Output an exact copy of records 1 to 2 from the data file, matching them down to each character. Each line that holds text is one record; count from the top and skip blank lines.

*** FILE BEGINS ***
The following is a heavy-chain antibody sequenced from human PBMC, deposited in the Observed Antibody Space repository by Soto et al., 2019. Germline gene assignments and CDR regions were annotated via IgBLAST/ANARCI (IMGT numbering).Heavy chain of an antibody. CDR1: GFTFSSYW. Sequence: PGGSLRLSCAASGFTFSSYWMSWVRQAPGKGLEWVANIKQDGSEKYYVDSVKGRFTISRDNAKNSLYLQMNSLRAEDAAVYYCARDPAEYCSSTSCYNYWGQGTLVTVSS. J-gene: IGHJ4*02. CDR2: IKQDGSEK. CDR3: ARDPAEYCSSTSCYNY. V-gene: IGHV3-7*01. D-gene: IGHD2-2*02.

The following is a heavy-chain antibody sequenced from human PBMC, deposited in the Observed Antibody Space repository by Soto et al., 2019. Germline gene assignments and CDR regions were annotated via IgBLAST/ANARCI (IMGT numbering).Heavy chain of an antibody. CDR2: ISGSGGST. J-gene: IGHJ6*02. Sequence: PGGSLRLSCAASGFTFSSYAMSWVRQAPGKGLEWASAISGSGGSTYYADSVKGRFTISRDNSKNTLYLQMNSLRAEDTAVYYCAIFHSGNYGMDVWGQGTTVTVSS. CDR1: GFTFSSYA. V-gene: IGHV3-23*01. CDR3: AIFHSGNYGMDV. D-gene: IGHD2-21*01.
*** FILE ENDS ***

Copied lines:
The following is a heavy-chain antibody sequenced from human PBMC, deposited in the Observed Antibody Space repository by Soto et al., 2019. Germline gene assignments and CDR regions were annotated via IgBLAST/ANARCI (IMGT numbering).Heavy chain of an antibody. CDR1: GFTFSSYW. Sequence: PGGSLRLSCAASGFTFSSYWMSWVRQAPGKGLEWVANIKQDGSEKYYVDSVKGRFTISRDNAKNSLYLQMNSLRAEDAAVYYCARDPAEYCSSTSCYNYWGQGTLVTVSS. J-gene: IGHJ4*02. CDR2: IKQDGSEK. CDR3: ARDPAEYCSSTSCYNY. V-gene: IGHV3-7*01. D-gene: IGHD2-2*02.

The following is a heavy-chain antibody sequenced from human PBMC, deposited in the Observed Antibody Space repository by Soto et al., 2019. Germline gene assignments and CDR regions were annotated via IgBLAST/ANARCI (IMGT numbering).Heavy chain of an antibody. CDR2: ISGSGGST. J-gene: IGHJ6*02. Sequence: PGGSLRLSCAASGFTFSSYAMSWVRQAPGKGLEWASAISGSGGSTYYADSVKGRFTISRDNSKNTLYLQMNSLRAEDTAVYYCAIFHSGNYGMDVWGQGTTVTVSS. CDR1: GFTFSSYA. V-gene: IGHV3-23*01. CDR3: AIFHSGNYGMDV. D-gene: IGHD2-21*01.